“Men who have sex with men have increased risk of eating disorders,” said Dr. Freund, while women who have sex with women are somewhat more likely than average to be overweight.

GLBT patients may also be more likely to engage in substance abuse, from smoking and overuse of alcohol to illegal drugs. A sexually transmitted infection can provide an opportunity to raise this subject. “When people come in for an STI check, I ask, ‘What raised the concern?’” It's almost always related to substance abuse, usually alcohol, said Dr. Freund.

In addition to the risks posed by higher smoking rates, some other cancers are a more common threat. Men who have sex with men have an increased risk of anal cancer, so they should be screened with anal cytology and receive the human papillomavirus vaccine when appropriate.

Women who have sex with women have increased risk of breast, cervical and ovarian cancer due to a number of factors, including presumably less childbearing, use of contraceptives, and visits to gynecologists, Dr. Freund said.

Violence and discrimination can also have a negative impact on GLBT health. Some patients may have not seen physicians often, either because of lack of access or concern about the potential repercussions. “People may not use their insurance because they're afraid they might be outed,” said Dr. Freund.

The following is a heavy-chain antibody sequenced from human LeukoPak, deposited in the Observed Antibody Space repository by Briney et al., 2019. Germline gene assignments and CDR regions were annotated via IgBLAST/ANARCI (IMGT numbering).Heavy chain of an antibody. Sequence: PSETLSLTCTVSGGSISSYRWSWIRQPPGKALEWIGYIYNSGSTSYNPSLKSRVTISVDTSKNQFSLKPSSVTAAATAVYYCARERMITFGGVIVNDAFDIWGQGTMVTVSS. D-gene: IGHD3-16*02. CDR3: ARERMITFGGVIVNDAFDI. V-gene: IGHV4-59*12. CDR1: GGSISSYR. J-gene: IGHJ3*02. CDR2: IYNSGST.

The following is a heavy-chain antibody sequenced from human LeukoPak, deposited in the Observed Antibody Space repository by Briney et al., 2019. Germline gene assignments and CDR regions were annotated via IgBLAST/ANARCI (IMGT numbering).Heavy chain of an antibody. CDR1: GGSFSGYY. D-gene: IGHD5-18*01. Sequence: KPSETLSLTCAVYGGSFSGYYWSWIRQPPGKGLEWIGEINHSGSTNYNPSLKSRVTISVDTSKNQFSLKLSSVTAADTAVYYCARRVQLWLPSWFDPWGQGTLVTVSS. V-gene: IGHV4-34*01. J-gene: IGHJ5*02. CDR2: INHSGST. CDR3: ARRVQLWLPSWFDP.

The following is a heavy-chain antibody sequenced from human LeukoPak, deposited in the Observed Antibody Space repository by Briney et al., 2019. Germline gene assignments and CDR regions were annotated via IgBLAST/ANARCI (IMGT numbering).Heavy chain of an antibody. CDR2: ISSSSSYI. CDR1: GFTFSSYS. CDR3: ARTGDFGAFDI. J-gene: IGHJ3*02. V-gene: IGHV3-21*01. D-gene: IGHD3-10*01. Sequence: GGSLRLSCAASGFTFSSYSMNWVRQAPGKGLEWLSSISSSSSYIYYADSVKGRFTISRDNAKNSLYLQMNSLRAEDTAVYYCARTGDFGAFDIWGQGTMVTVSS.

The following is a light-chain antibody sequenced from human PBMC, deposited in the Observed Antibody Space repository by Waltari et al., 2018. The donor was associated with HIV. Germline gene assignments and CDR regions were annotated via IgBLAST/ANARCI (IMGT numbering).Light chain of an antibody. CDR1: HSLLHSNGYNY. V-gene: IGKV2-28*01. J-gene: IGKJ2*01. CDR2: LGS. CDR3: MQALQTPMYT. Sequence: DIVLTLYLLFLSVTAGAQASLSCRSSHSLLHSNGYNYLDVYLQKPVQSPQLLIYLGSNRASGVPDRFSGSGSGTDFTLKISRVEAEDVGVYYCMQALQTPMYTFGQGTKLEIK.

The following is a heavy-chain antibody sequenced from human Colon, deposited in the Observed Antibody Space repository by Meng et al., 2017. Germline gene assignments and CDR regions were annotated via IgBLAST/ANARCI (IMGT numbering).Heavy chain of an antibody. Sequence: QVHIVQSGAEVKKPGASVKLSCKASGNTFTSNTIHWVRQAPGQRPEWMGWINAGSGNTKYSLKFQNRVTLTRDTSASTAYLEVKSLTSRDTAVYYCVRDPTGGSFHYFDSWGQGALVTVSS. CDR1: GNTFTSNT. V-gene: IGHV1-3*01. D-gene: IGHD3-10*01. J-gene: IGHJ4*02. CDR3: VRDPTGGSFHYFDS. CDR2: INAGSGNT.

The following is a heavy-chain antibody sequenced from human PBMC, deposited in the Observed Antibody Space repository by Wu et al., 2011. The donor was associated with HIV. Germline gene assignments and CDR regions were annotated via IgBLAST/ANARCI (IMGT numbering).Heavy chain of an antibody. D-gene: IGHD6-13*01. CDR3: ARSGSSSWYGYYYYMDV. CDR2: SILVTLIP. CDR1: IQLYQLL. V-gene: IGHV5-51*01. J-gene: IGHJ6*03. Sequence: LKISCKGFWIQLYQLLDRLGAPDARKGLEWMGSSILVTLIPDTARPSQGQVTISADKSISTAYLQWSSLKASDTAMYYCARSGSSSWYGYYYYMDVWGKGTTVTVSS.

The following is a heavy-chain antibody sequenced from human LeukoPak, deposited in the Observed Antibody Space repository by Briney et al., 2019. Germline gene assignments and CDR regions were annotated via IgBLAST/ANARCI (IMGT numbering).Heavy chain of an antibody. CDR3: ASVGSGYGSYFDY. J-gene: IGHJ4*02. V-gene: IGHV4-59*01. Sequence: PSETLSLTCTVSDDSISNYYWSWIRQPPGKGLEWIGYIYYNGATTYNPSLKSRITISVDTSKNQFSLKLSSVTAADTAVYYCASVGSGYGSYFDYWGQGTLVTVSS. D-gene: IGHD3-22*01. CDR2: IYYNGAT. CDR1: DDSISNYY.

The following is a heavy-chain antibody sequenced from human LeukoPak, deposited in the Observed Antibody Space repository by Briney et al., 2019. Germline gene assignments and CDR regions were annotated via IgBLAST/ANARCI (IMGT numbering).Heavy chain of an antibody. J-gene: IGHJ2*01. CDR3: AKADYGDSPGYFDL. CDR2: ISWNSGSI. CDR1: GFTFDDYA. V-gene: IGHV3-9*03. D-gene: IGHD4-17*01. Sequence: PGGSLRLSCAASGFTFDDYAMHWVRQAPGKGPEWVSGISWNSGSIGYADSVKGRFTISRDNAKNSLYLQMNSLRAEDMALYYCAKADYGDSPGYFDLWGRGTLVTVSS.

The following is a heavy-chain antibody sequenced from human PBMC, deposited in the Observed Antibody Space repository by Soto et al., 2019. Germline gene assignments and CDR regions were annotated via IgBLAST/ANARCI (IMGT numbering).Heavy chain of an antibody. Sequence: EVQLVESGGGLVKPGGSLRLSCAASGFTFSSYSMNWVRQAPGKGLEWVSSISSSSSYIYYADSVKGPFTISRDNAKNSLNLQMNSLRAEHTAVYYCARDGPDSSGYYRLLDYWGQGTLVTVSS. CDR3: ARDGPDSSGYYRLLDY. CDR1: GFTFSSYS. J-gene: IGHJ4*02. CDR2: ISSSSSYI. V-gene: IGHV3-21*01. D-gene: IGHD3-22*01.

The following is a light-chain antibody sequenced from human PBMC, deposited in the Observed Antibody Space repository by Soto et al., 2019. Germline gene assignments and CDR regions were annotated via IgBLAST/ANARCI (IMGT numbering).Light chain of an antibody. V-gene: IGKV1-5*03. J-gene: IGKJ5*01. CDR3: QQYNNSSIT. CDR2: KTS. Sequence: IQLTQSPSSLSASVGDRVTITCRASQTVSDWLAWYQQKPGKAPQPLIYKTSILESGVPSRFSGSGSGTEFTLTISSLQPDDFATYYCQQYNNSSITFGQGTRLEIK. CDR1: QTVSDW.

The continued existence of discrimination is a reason for physicians to be cautious in referring GLBT patients to specialists. Make sure the physician receiving the referral will be accepting. “One little mistake can keep people away,” said Dr. Freund.

While you're feeling out others' views on the subject, it's important to note how your own staff will treat GLBT patients. “Do beliefs get in the way? Moral beliefs are sometimes a big roadblock,” said Dr. Freund.

If you and your staff are welcoming to GLBT patients, they can make up a significant part of your practice. Transgender patients especially are in great need of primary care, said Dr. Freund. Both the obstacles to care and health risks faced by gay, lesbian and bisexual patients are magnified for them.

A family doctor or internist can provide not only routine care and screening, but even assistance with the transgender transition, if a patient wants it. A therapist should be involved, but medical therapy consists of testosterone for female-to-males and estrogens and anti-androgens for male-to-females. These uses are off label but are not difficult to master, according to Dr. Freund.

“You can do it right now with the training and experience you have,” said Dr. Freund. “If you don't do it, who will?”